"You say, 'I don't see how demand can be said to have no influence on ... prices, unless constant returns ...' I take it that the drama is enacted on Marshall's stage where the claimants for influence are utility and cost of production. Now utility has made little progress (since the 1870ies) towards acquiring a tangible existence and survives in textbooks at the purely subjective level. On the other hand, cost of production has successfully survived Marshall's attempt to reduce it to an equally evanescent nature under the name of 'disutility', and is still kicking in the form of hours of llabour, tons of raw materials, etc. This, rather than the relative slope of the two curves, is why it seems to me that the 'influence of the two things on price is not comparable." -- Piero Sraffa (1971). Letter to Athanasios Asimakopulos, in (1)

"I am sorry to have kept your MS so long - and with so little result. The fact is that your opening sentence is for me an obstacle which I am unable to get over. You write: 'It is a basic proposition of the Sraffa theory that prices are determined exclusively by the physical requirements of production and the social wage-profit division with consumers demand playing a purely passive role.' Never have I said this: certainly not in the two places to which you refer in your note 2. Nothing, in my view, could be more suicidal than to make such a statement. You are asking me to put my head on the block so that the first fool who comes along can cut it off neatly. Whatever you do, please do not represent me as saying such a thing." -- Piero Sraffa (1964). Letter to Arun Bose, in (2)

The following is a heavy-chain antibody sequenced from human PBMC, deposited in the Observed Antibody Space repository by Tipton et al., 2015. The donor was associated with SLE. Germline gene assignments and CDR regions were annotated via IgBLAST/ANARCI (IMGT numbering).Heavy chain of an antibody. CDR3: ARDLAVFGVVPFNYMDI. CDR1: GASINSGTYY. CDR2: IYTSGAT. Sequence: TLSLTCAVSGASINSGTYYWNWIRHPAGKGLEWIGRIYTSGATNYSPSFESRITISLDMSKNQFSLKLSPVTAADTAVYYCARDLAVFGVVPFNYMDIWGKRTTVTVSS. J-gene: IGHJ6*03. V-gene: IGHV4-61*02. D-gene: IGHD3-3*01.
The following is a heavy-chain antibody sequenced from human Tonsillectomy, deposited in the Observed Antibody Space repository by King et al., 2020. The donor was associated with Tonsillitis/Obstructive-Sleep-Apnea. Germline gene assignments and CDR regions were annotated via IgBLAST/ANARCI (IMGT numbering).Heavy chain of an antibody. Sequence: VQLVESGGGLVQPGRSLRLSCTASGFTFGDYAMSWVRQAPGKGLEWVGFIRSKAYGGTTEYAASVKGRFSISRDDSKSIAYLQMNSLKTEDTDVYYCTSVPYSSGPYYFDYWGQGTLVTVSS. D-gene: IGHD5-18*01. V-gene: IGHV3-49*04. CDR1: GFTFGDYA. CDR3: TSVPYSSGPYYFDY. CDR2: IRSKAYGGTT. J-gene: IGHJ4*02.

1. Athanasios Asimakopulos (1990). "Keynes and Sraffa: Visions and Perspectives", in Essays on Piero Sraffa: Critical Perspectives on the Revival of Classical Theory (edited by Krishna Bharadwaj and Bertram Schefold), Unwin Hyman.
  2. Ajit Sinha (2006). "A Comment on Sen's 'Sraffa, Wittgenstein, and Gramsci'", Journal of Economic Behavior & Organization, V. 61: 504-512.

Thursday, August 02, 2007

Samuelson on Economics as Apologetics

"Finally, there was an even more interesting third assumption implicit and explicit in the classical mind. It was a belief in unique long-run equilibrium independent of initial conditions. I shall call it the 'ergodic hypothesis' by analogy to the use of this term in statistical mechanics. Remember that the classical economists were fatalists (a synonym for 'believers in equilibrium'!). Harriet Martineau, who made fairy tales out of economics (unlike modern economists who make economics out of fairy tales), believed that if the state redivided income each morning, by night the rich would again be sleeping in their comfortable beds and the poor under the bridges. (I think she thought this a cogent argument against equilitarian taxes.)

Now, Paul Samuelson, aged 20 a hundred years later, was not Harriet Martineau or even David Ricardo; but as an equilibrium theorist he naturally tended to think of models in which things settle down to a unique position independently of initial conditions. Technically speaking, we theorists hoped not to introduce hystersis phenomena into our model, as the Bible does when it says, 'We pass this way only once' and, in so saying, takes the subject out of the realm of science into the realm of genuine history." -- Paul A. Samuelson, "What Classical and Neo-Classical Monetary Theory Really Was," Canadian Journal of Economics, V 1., N. 1 (1968): 1-15. (Reprinted in Monetary Theory: Selected Readings (edited by Robert W. Clower), Penguin (1969))